• Partly separating high frequency oscillators from the rest of the circuit (the purpose is to avoid a patch antenna structure)
Separate plane for oscillator including an insulation pad

Power Distribution Network (PDN)

Ensuring as low impedance as possible for the power distribution network is, right after the GND plane, the second most important concern in designing copper pours for signal integrity and electromagnetic compatibility. Almost all the same guidelines as for GND planes apply. However, one major difference is that power planes are often used to separate different function blocks in the layout. Separate power planes can be applied in the following situations:

  • Analog area
  • Digital area
  • FPGA / microcontroller area
  • PLL, Quartz, Oscillator area

Complex designs and chips such as FPGAs usually require five or even more different power supply rails, each of which will have its own power plane.

Multiple power supply and GND planes

After having talked about GND planes and the power distribution network, we should also briefly mention decoupling capacitors. Even the best copper pours will never achieve an optimal impedance path. Therefore, decoupling capacitors are used as buffers and located as close to chips as possible. You can read all about decoupling capacitors here.

Usage of decoupling capacitors to buffer return current and lower the impedance to chip supplies

Improving electromagnetic immunity

Most designs will be built with the intention to pass some sort of electromagnetic certification process (e.g CE, FCC certification). Part of the tests is to apply high voltages and high power spikes on all external interfaces. In order to protect the sensitive internal components from these spikes, protection circuitry is used. Most protection circuits rely on the basic principle to employ a second much lower impedance return path, than the interface going deeper into the device provides. Thereby effectively protecting the sensitive electronics by diverting the spike to GND or mechanical earth before it can do any damage. To ensure a very low impedance path, copper pours and stitching vias are the ideal tools.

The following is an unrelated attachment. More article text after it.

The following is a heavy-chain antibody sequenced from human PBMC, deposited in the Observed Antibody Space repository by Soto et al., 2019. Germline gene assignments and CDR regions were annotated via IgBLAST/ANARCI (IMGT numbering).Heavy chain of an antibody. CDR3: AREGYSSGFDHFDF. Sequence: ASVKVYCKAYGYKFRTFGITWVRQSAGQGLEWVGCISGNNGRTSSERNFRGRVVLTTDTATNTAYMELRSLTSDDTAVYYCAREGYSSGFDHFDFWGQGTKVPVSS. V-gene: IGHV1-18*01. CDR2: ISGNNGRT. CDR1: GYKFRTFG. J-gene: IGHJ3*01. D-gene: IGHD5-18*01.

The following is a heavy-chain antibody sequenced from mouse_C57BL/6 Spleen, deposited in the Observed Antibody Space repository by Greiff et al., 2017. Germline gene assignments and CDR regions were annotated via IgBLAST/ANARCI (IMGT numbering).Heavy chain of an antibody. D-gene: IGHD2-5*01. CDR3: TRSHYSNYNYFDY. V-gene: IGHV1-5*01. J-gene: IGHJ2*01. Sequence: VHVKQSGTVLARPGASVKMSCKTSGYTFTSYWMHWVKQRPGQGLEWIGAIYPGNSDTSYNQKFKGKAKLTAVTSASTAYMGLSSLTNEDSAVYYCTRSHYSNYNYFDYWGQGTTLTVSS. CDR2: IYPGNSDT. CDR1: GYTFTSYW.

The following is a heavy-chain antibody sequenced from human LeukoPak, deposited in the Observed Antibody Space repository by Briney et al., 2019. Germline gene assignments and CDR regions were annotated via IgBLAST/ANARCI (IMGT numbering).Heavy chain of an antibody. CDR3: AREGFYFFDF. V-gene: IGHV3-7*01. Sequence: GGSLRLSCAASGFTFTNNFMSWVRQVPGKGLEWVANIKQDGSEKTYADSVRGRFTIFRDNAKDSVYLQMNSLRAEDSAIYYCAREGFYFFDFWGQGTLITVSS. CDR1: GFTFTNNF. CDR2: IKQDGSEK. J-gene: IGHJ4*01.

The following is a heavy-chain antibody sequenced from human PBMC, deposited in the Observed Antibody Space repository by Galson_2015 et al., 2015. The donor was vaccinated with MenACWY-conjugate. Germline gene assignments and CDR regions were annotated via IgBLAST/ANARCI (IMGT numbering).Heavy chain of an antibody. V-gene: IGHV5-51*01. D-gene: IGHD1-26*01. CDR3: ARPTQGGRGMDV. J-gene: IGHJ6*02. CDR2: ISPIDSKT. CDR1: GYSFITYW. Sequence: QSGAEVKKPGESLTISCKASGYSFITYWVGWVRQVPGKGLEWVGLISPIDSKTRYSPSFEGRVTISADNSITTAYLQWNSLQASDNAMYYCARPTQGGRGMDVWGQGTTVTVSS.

Summary for copper pours

We’ve covered several different scenarios where it helps to use planes. Here are the most important points we’ve covered.

  • The main purpose for copper pours is to ensure a low impedance path.
  • Do not interrupt GND planes with cut-outs or traces unless you know what you are doing
  • If you can’t predict where return currents will flow, you risk running into signal integrity and electromagnetic compliance issues.
  • Avoid GND currents between different functional blocks
  • Having a proper GND plane is first priority, second priority is to have a low impedance power distribution network.

Conclusion

Copper pours are a versatile tool and help to keep our PCBs grounded and more robust to disturbance. There are many guides available to learn more about copper pour design and signal integrity in general. However, there are also different experts contradicting each other. Signal integrity and especially electromagnetic issues are very hard to predict, expensive to measure and often impossible to calculate. As the signal integrity guru Dr. Eric Bogatin puts it:

With very few exceptions, every equation used in signal-integrity analysis is either a definition or an approximation! — Dr. Eric Bogatin, Signal and Power Integrity — Simplified

Therefore, most of the knowledge about when to use which plane and how to use cut-outs effectively is based on hard earned experience.

In this article we only looked at the usage of copper pours from a signal integrity and electromagnetic compatibility perspective. Another very useful purpose of copper pours is in thermal management.